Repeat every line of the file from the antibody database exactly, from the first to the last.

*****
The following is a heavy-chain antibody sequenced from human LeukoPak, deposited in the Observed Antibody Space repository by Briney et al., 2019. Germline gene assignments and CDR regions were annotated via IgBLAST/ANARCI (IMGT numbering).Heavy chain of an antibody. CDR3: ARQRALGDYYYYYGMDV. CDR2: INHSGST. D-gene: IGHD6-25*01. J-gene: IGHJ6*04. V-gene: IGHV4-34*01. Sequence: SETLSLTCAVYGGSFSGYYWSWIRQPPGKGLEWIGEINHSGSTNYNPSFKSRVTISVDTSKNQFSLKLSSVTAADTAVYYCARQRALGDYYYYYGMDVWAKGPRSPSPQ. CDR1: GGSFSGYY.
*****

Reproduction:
The following is a heavy-chain antibody sequenced from human LeukoPak, deposited in the Observed Antibody Space repository by Briney et al., 2019. Germline gene assignments and CDR regions were annotated via IgBLAST/ANARCI (IMGT numbering).Heavy chain of an antibody. CDR3: ARQRALGDYYYYYGMDV. CDR2: INHSGST. D-gene: IGHD6-25*01. J-gene: IGHJ6*04. V-gene: IGHV4-34*01. Sequence: SETLSLTCAVYGGSFSGYYWSWIRQPPGKGLEWIGEINHSGSTNYNPSFKSRVTISVDTSKNQFSLKLSSVTAADTAVYYCARQRALGDYYYYYGMDVWAKGPRSPSPQ. CDR1: GGSFSGYY.